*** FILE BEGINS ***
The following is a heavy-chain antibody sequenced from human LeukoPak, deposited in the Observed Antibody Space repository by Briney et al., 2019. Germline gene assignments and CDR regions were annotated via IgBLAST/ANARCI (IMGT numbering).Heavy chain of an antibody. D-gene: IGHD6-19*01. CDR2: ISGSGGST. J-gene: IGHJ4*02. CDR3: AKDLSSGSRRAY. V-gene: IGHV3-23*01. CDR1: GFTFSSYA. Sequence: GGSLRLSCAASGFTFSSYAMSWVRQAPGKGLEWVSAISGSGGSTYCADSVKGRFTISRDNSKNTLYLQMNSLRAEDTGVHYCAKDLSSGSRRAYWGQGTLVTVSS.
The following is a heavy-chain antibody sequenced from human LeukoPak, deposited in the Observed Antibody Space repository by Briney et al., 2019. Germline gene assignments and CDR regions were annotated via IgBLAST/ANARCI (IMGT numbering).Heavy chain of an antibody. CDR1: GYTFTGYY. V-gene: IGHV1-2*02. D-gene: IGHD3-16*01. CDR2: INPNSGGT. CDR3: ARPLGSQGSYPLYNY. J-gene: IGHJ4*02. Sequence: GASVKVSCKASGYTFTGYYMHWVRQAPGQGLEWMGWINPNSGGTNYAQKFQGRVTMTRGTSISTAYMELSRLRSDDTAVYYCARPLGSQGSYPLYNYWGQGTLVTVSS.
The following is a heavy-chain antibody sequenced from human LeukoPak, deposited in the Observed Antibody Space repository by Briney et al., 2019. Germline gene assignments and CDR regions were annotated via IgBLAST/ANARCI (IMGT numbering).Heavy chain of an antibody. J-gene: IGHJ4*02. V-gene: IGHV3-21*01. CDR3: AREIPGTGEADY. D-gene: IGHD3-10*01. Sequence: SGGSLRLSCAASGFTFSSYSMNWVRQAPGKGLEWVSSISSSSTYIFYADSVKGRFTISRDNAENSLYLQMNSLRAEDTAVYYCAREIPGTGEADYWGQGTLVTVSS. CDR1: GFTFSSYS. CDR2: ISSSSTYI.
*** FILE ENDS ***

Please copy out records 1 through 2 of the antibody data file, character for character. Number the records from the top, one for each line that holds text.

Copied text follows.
The following is a heavy-chain antibody sequenced from human LeukoPak, deposited in the Observed Antibody Space repository by Briney et al., 2019. Germline gene assignments and CDR regions were annotated via IgBLAST/ANARCI (IMGT numbering).Heavy chain of an antibody. D-gene: IGHD6-19*01. CDR2: ISGSGGST. J-gene: IGHJ4*02. CDR3: AKDLSSGSRRAY. V-gene: IGHV3-23*01. CDR1: GFTFSSYA. Sequence: GGSLRLSCAASGFTFSSYAMSWVRQAPGKGLEWVSAISGSGGSTYCADSVKGRFTISRDNSKNTLYLQMNSLRAEDTGVHYCAKDLSSGSRRAYWGQGTLVTVSS.
The following is a heavy-chain antibody sequenced from human LeukoPak, deposited in the Observed Antibody Space repository by Briney et al., 2019. Germline gene assignments and CDR regions were annotated via IgBLAST/ANARCI (IMGT numbering).Heavy chain of an antibody. CDR1: GYTFTGYY. V-gene: IGHV1-2*02. D-gene: IGHD3-16*01. CDR2: INPNSGGT. CDR3: ARPLGSQGSYPLYNY. J-gene: IGHJ4*02. Sequence: GASVKVSCKASGYTFTGYYMHWVRQAPGQGLEWMGWINPNSGGTNYAQKFQGRVTMTRGTSISTAYMELSRLRSDDTAVYYCARPLGSQGSYPLYNYWGQGTLVTVSS.